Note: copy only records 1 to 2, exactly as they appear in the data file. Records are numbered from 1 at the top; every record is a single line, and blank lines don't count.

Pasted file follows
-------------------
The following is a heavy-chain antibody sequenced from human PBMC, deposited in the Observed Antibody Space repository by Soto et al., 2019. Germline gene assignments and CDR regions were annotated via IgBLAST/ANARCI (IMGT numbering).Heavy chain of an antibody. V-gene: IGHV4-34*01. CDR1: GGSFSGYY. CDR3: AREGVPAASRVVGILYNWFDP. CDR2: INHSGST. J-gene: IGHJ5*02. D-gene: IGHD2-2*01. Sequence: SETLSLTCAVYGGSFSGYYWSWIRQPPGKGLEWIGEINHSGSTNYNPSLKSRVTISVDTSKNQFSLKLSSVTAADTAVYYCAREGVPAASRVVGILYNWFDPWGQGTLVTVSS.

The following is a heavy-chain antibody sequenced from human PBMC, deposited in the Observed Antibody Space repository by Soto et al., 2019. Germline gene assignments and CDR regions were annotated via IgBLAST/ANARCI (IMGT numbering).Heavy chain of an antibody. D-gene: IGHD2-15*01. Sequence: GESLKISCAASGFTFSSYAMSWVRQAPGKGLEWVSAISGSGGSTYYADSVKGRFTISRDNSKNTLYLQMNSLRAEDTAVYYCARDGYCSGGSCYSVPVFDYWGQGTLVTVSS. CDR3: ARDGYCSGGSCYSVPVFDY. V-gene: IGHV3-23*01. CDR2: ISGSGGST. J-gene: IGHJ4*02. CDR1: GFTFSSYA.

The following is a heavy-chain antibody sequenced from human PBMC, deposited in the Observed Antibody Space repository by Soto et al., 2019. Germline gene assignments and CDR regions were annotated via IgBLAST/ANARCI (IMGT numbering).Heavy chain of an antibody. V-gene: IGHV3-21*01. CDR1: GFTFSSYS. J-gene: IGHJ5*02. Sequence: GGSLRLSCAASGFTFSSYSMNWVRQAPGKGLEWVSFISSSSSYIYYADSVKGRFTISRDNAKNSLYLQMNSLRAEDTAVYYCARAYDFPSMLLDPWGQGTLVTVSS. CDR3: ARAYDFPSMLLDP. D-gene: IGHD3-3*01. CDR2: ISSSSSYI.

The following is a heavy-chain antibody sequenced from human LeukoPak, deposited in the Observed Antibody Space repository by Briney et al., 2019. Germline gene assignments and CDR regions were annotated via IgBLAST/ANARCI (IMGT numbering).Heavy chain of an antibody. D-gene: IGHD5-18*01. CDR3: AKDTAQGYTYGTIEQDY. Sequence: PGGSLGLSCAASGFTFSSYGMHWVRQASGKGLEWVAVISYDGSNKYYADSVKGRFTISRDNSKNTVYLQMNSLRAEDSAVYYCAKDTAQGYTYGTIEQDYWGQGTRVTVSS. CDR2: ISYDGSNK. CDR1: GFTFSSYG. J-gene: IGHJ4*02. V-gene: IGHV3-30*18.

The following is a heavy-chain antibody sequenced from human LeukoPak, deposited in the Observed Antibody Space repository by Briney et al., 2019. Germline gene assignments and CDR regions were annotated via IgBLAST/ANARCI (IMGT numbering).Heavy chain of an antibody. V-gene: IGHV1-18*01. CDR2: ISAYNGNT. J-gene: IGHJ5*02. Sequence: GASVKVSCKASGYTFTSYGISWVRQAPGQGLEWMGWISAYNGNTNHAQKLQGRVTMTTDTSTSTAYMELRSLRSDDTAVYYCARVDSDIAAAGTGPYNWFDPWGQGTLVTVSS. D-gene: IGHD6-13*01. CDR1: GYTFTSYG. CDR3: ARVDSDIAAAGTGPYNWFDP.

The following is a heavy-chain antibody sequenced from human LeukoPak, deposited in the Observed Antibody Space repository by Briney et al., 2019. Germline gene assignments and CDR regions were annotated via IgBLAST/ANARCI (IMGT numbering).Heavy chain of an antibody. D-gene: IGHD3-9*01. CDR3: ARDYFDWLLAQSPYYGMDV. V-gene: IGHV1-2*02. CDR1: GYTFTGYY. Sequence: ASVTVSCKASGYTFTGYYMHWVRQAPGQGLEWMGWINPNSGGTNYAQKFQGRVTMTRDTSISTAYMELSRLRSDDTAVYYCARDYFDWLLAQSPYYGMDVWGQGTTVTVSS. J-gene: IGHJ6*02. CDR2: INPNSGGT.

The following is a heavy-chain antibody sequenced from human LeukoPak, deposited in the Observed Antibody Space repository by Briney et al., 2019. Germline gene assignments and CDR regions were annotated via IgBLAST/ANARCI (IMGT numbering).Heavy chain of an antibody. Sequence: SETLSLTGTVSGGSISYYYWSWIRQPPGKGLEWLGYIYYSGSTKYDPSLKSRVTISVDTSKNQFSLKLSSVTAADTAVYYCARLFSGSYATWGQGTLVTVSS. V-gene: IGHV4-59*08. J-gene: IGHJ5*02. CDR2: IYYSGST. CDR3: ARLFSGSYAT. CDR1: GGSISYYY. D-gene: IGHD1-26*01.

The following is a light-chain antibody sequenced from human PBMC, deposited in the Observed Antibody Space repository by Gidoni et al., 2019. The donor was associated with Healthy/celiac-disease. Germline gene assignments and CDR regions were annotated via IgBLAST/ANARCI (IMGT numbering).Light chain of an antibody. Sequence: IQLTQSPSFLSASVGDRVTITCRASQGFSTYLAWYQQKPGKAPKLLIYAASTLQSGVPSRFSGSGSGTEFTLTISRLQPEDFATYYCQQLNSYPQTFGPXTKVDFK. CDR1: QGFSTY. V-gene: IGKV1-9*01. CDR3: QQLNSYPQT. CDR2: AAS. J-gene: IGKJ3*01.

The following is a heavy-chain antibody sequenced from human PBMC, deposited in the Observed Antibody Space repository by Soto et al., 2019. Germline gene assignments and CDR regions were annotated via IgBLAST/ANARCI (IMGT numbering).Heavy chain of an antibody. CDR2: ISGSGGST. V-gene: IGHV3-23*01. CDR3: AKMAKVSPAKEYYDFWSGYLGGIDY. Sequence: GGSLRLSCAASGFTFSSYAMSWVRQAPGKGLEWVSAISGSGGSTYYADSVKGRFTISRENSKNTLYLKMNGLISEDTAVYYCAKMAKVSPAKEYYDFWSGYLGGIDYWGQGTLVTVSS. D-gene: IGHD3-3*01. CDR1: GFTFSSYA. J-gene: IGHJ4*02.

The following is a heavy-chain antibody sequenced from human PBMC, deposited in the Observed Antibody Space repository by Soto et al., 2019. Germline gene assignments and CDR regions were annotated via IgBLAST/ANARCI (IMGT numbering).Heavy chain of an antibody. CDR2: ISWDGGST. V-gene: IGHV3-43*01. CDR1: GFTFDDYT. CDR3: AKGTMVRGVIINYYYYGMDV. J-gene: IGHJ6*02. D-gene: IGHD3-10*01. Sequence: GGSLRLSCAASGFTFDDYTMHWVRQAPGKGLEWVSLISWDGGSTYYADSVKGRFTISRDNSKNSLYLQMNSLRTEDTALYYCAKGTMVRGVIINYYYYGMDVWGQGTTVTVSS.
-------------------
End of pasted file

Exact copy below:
The following is a heavy-chain antibody sequenced from human PBMC, deposited in the Observed Antibody Space repository by Soto et al., 2019. Germline gene assignments and CDR regions were annotated via IgBLAST/ANARCI (IMGT numbering).Heavy chain of an antibody. V-gene: IGHV4-34*01. CDR1: GGSFSGYY. CDR3: AREGVPAASRVVGILYNWFDP. CDR2: INHSGST. J-gene: IGHJ5*02. D-gene: IGHD2-2*01. Sequence: SETLSLTCAVYGGSFSGYYWSWIRQPPGKGLEWIGEINHSGSTNYNPSLKSRVTISVDTSKNQFSLKLSSVTAADTAVYYCAREGVPAASRVVGILYNWFDPWGQGTLVTVSS.

The following is a heavy-chain antibody sequenced from human PBMC, deposited in the Observed Antibody Space repository by Soto et al., 2019. Germline gene assignments and CDR regions were annotated via IgBLAST/ANARCI (IMGT numbering).Heavy chain of an antibody. D-gene: IGHD2-15*01. Sequence: GESLKISCAASGFTFSSYAMSWVRQAPGKGLEWVSAISGSGGSTYYADSVKGRFTISRDNSKNTLYLQMNSLRAEDTAVYYCARDGYCSGGSCYSVPVFDYWGQGTLVTVSS. CDR3: ARDGYCSGGSCYSVPVFDY. V-gene: IGHV3-23*01. CDR2: ISGSGGST. J-gene: IGHJ4*02. CDR1: GFTFSSYA.